In early 2014, Mediterranean restaurant Byblos opened its doors in early 2014. As I have limited experience with traditional Mediterranean cuisine, I will limit my comments on the authenticity of Byblos’ creations. It did seem odd when I saw items such as ceviche and tartar on the menu; but if the food is good, who am I to judge.

Interestingly, Byblos shares the same owners as Weslodge Saloon and Patria, both popular downtown Toronto restaurants around the King and Spadina area. I have dined at Patria before, and common to both Byblos and Patria is the excellent décor. Byblos is separated into 2 stories; the ground floor is a traditional dining area and the second floor is decorated like a big lounge, comfortable and cozy sofa seats, and a bar area.

More than a year after its opening, Byblos is still relatively packed, especially during weekend dinner time. For those who are interested, it is definitely worthwhile to make reservations in advance to avoid disappointment.

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True to its theme, the wine list consists of a few wines from the Eastern Mediterranean area, like Greece and Lebanon (see below). The main grape variety of this red wine, Rapsani ($50), is Xinomavro. Grown widely around Naousa, Macedonia, Xinomavro at its best is reminiscent of Barolo, and I have been tricked in a blind tasting before. However, the Rapsani was not of equivalent quality, but still quite quaff-able, given its reasonable price tag of $50.

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The $55 Cave Kouroum Petit Noir is a red blend from mainly Carignan, Grenache, etc. It is interesting to me as it is uncommon to see a wine from Lebanon, so kudos to Byblos for trying to showcase something different on their wine list. Similar to the Rapsani, this wine is not overly complex, but represents a good-value and an easy drinking wine to accompany a meal.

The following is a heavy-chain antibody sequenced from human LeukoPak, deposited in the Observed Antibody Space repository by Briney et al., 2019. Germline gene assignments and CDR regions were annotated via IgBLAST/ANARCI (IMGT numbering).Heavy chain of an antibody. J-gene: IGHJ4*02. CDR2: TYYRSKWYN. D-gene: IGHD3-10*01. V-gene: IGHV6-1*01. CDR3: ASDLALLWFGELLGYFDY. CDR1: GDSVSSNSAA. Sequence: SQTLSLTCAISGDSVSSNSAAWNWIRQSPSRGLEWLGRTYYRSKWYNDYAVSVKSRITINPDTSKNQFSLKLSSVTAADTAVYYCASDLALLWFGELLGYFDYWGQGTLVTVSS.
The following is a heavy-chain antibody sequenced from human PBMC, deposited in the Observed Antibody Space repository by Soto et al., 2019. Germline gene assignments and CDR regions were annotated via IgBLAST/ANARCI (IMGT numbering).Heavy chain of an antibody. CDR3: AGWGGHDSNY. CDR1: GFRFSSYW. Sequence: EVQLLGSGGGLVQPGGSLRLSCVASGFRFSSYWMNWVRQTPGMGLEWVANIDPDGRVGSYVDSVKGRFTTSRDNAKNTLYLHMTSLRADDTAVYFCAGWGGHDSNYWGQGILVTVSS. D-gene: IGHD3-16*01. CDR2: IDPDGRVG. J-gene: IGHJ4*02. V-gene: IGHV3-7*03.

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$10 Organic House Labneh, Fennel +‏ Honey + Olive Oil + Barbari Bread ~ I’ve tried both the original labneh and labneh with beets for an additional $3. My vote goes to the original version as the labneh flavour and creamy texture were more noticeable without being overwhelmed by the beets. Labneh is a cream cheese made from strained yogurt. It is preferable to traditional cream cheese as it is lower in calories.

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$17 Tuna Cerviche Green Schug + House Buttermilk + Squid Ink Chip ~ Although it was a well-made dish, it was an unexpected addition in a Mediterranean restaurant.

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$17 Steak Tartare, Chili Paste + Mint + Yogurt + Olive Oil + Barbari Bread ~ Another fusion appetizer.

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$14 Lamb Ribs Dukkah + Buttermilk Sauce + Carob Molasses + Red Chili Schug ~ The lamb ribs were sweet (from the molasses) and crunchy. Quite unique, worth a try.

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Oxtail Basmati Rice Kale + Black Trumpet Mushroom + Fried Shallots + House Yogurt ~ My personal favorite, but I’m likely biased as I am a die-hard carbs fan. My only criticism with regards to this dish is that the oxtail tasted somewhat bland.

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$5 Turkish coffee, freshly boiled on stove. A lovely way to end an evening if not for the fact that the price was a night’s sleep.

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Most recommended: Organic House Labneh, Oxtail Basmati Rice

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Suggestions for improvements:

1. Everything was done quite well. As a personal preference, I would have preferred to experience more traditional dishes rather than fusion creations.

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